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Scottish specials tariff could cause confusion, manufacturer warns

Business The new tariff, which was introduced on February 1, is already raising fears among contractors of extra administrative burdens and confusion over payments, manufacturer IPS Specials has said.

A specials tariff that sets national reimbursement prices for commonly prescribed unlicensed medicines in Scotland could be an extra administrative burden for pharmacists, according to manufacturer IPS Specials.

Pharmacists are expected to seek approval of reimbursement from their local NHS board if they intend to use a special or unlicensed medicine that does not appear on the tariff, which came into effect on February 1, but IPS Specials said one of its customers was confused about who they were supposed to get approval from on the health board.

A specials manufacturer warned that one of its customers complained they had not been adequately prepared for the tariff introduced this month

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"They are worried that the approvals process is going to add extra administrative burden and that confusions in pack sizes and quantities may result in refusal or reduction of payments," said IPS Specials sales and marketing director David Clough.

"They were not informed about the tariff until the day before, giving them limited time to prepare," he added.

"Unlike the England and Wales tariff, which was introduced after long consultation with pharmacist bodies and the Association of Pharmaceuticals Manufacturers (APSM), the Scottish tariff appears to have been developed without similar input."

Pharmacist Douglas Forsyth of Baird's Pharmacy in Aberdeen agreed that the tariff could require pharmacists to do "a bit more work".

"The only downside is that it's a bit more of a hassle for us re-sourcing things from the cheapest manufacturer. ‘Cheapest' means it'll take about a week for the patient to get it, so it's a bit of a balance between where you're getting things from and how long it's going to take," he told C+D.

But ultimately it was a positive move for both the NHS and the taxpayer, Mr Forsyth added.

Mr Clough added that it would increase transparency in prescribing specials, "ensuring that the needs of the patient are the number one priority for all of us."

The APSM agreed that the tariff was beneficial and said it was "fully supportive" of it, despite not having been involved in the consultation process.

"We believe... that it will bring long-term benefits to the specials sector in terms of restoring confidence in the supply chain," said APSM vice chair Sharon Griffiths.

But specials manufacturer Rosemont Pharmaceuticals said it was "difficult to gauge just how much of an impact" the tariff would have in Scotland.

"Even before the introduction of the specials tariff, prices were already somewhat under control as pharmacists needed to obtain three quotes before they were able to procure a special," said Rosemont Pharmaceuticals marketing manager Jan Flynn.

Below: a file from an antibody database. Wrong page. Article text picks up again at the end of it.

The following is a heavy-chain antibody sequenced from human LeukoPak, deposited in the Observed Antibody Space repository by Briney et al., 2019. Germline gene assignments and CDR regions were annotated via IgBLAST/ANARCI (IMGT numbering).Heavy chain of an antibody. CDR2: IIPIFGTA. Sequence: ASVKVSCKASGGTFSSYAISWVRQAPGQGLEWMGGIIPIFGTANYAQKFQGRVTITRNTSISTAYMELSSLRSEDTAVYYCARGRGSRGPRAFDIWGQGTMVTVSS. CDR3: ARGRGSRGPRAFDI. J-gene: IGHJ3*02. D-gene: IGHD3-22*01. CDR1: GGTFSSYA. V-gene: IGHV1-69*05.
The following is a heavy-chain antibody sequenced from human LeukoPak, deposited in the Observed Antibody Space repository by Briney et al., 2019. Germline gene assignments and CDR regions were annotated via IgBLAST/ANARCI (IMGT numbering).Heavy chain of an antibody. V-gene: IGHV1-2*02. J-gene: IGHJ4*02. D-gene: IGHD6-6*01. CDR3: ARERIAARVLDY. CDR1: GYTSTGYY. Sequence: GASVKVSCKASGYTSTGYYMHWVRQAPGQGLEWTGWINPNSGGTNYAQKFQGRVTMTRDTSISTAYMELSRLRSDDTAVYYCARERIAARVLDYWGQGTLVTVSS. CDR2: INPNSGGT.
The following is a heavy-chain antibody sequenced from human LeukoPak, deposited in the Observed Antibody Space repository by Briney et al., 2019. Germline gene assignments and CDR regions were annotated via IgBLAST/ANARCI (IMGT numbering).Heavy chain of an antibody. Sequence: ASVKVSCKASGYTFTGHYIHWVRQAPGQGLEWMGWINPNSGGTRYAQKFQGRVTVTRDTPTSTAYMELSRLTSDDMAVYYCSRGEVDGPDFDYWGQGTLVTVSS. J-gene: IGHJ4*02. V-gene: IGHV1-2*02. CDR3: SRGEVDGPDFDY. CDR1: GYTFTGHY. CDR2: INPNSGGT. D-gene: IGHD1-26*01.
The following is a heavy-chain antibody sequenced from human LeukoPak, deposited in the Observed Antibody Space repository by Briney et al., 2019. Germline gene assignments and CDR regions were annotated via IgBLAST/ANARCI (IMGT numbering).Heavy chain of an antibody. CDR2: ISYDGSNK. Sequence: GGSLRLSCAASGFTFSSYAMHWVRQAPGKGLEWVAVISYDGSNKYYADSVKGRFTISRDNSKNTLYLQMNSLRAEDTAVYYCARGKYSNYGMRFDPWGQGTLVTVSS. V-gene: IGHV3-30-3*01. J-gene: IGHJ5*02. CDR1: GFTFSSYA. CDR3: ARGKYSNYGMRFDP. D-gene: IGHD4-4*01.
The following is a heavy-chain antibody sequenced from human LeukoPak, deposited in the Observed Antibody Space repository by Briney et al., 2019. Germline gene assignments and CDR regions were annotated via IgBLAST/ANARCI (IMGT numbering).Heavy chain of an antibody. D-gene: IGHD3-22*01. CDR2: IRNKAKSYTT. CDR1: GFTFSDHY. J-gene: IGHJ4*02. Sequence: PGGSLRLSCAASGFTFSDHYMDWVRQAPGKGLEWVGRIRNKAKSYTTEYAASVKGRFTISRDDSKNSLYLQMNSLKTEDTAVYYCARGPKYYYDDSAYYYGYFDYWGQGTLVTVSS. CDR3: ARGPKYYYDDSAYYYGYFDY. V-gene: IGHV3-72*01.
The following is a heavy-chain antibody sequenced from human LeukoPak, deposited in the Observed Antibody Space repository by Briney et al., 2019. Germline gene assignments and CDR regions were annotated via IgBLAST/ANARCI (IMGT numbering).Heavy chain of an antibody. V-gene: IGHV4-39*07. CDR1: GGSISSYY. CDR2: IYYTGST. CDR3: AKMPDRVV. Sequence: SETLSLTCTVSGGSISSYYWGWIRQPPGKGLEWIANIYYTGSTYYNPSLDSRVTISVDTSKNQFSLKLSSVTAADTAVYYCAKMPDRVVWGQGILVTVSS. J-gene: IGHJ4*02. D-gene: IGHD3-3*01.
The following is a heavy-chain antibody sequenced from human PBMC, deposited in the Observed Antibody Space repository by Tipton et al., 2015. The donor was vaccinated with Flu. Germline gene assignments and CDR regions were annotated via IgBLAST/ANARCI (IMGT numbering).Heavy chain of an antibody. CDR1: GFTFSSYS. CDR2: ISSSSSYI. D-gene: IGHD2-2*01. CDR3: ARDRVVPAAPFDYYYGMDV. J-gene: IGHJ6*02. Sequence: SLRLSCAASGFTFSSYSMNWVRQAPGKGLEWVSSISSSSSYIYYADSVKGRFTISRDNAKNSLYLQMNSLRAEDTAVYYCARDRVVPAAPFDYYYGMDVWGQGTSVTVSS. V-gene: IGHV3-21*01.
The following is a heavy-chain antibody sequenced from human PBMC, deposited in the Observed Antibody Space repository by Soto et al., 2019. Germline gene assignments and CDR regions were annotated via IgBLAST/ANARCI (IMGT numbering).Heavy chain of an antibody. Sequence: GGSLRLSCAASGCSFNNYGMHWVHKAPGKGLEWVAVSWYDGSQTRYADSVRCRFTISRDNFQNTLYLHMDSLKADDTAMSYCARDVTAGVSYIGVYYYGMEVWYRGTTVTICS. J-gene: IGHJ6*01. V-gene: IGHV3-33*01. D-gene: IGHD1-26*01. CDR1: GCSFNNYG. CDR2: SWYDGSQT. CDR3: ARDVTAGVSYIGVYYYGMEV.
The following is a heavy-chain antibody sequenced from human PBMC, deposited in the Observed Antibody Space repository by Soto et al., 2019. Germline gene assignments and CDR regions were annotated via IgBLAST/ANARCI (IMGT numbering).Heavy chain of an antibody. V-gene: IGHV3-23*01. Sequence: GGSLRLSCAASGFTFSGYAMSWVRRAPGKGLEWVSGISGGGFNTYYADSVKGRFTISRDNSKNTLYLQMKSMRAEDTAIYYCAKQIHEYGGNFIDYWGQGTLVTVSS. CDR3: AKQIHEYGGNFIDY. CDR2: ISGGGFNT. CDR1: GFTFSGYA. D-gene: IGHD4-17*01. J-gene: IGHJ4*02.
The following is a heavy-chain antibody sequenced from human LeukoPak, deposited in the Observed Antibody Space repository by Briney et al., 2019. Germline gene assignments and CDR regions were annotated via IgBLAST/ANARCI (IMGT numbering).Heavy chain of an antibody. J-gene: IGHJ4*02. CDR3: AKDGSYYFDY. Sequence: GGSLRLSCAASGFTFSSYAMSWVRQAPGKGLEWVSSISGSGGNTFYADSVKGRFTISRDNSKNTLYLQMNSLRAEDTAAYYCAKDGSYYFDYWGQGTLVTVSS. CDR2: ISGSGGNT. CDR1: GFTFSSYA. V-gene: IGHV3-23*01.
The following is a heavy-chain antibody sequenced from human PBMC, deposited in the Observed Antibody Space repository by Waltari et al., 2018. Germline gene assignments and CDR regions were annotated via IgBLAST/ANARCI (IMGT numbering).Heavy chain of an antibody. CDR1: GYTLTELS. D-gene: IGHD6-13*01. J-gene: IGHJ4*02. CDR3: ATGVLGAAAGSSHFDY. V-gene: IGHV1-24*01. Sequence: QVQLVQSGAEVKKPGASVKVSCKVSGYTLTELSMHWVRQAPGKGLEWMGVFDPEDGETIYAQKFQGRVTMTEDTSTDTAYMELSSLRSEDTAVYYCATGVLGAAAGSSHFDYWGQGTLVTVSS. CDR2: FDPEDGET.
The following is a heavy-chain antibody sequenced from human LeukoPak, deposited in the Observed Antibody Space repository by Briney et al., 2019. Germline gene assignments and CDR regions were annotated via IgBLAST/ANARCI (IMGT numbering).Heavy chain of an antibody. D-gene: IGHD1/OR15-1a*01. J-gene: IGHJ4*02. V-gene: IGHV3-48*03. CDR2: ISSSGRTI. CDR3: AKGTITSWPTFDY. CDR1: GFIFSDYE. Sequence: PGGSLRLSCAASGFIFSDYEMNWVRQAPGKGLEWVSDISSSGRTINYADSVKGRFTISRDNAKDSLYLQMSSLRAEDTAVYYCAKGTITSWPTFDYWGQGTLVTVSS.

The tariff was designed by Community Pharmacy Scotland (CPS) and the Scottish government to encourage pharmacy contractors to seek out the most cost-effective source of specials and should provide "greater clarity" for pharmacists, said CPS policy development pharmacist Matthew Barclay.

The prices of specials will appear in part 7S of the Scottish drugs tariff, and include a handling allowance. Specials that are not listed in part 7S will be reimbursed, depending on where the product was manufactured.

A specials tariff was introduced by the NHS Business Services Authority in England and Wales in November 2011. At the time, experts warned pharmacists not to waste time shopping around for the lowest price and to consider factors such as quality of service and ordering flexibility.

Is the specials tariff causing any problems in your day-to-day work?

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Jonathan Burton, Superintendent Pharmacist

I think Scottish contractors will be generally welcoming of the introduction of a specials tariff, although it is very unfortunate that it's introduction has been with virtually no notice or apparent wider consultation. My hope would be that, providing pricing is fair and responsive to change, the tariff expands relatively quickly as it has done in England/Wales and provides a more stable and risk-free model of specials reimbursement than we currently have. For non-tariff specials items the recent guidance asks more questions than it answers, and it will be interesting to see how the various Health Boards, many of whom have their own arrangements in place for managing specials pricing and have put considerable effort & resource into doing so, respond to the new advice from Scottish Government. I think everyone is agreed that the days of hyper inflated specials prices have to be consigned to history, but however I hope the arrangements that develop going forward are mindful of the professional responsibility that pharmacists take on when ordering and supplying unlicensed medicines and that we should maintain an element of choice regarding our purchases. These decisions should be made by the responsible pharmacist, not by a Health Board pharmacist on the end of a phone. This is why I am personally in favour of a vastly expanded tariff, because this enables the NHS to achieve it's goals in terms of pricing, but for pharmacists to deal with their preferred suppliers based on service levels and various technical preferences in terms of paperwork, packaging etc, without having to worry solely about costs.

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